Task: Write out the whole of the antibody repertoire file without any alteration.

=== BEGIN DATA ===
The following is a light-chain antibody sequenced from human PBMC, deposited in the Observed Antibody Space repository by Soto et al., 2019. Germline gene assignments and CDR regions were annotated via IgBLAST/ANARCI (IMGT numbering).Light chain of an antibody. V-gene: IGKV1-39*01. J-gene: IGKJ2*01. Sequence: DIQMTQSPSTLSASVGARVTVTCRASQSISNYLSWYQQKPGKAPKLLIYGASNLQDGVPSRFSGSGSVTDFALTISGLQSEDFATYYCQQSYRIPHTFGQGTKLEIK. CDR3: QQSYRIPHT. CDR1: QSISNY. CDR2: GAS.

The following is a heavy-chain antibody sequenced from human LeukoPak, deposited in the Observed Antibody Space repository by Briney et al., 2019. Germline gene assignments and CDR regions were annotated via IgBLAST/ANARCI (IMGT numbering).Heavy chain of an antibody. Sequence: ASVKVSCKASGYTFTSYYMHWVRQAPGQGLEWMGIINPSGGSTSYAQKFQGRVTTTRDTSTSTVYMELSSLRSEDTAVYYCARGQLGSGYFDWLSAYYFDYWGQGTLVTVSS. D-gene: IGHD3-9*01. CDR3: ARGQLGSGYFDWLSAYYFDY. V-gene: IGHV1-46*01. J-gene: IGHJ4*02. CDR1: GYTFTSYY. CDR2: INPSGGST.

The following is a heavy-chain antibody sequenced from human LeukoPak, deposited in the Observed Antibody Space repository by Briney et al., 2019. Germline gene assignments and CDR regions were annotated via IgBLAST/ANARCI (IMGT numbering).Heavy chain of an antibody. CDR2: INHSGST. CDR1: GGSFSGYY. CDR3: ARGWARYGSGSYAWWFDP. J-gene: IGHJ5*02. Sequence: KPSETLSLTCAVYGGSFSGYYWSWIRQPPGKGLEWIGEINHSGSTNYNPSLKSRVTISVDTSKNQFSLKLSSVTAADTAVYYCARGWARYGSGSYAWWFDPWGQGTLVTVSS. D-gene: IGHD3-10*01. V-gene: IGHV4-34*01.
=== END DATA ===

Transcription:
The following is a light-chain antibody sequenced from human PBMC, deposited in the Observed Antibody Space repository by Soto et al., 2019. Germline gene assignments and CDR regions were annotated via IgBLAST/ANARCI (IMGT numbering).Light chain of an antibody. V-gene: IGKV1-39*01. J-gene: IGKJ2*01. Sequence: DIQMTQSPSTLSASVGARVTVTCRASQSISNYLSWYQQKPGKAPKLLIYGASNLQDGVPSRFSGSGSVTDFALTISGLQSEDFATYYCQQSYRIPHTFGQGTKLEIK. CDR3: QQSYRIPHT. CDR1: QSISNY. CDR2: GAS.

The following is a heavy-chain antibody sequenced from human LeukoPak, deposited in the Observed Antibody Space repository by Briney et al., 2019. Germline gene assignments and CDR regions were annotated via IgBLAST/ANARCI (IMGT numbering).Heavy chain of an antibody. Sequence: ASVKVSCKASGYTFTSYYMHWVRQAPGQGLEWMGIINPSGGSTSYAQKFQGRVTTTRDTSTSTVYMELSSLRSEDTAVYYCARGQLGSGYFDWLSAYYFDYWGQGTLVTVSS. D-gene: IGHD3-9*01. CDR3: ARGQLGSGYFDWLSAYYFDY. V-gene: IGHV1-46*01. J-gene: IGHJ4*02. CDR1: GYTFTSYY. CDR2: INPSGGST.

The following is a heavy-chain antibody sequenced from human LeukoPak, deposited in the Observed Antibody Space repository by Briney et al., 2019. Germline gene assignments and CDR regions were annotated via IgBLAST/ANARCI (IMGT numbering).Heavy chain of an antibody. CDR2: INHSGST. CDR1: GGSFSGYY. CDR3: ARGWARYGSGSYAWWFDP. J-gene: IGHJ5*02. Sequence: KPSETLSLTCAVYGGSFSGYYWSWIRQPPGKGLEWIGEINHSGSTNYNPSLKSRVTISVDTSKNQFSLKLSSVTAADTAVYYCARGWARYGSGSYAWWFDPWGQGTLVTVSS. D-gene: IGHD3-10*01. V-gene: IGHV4-34*01.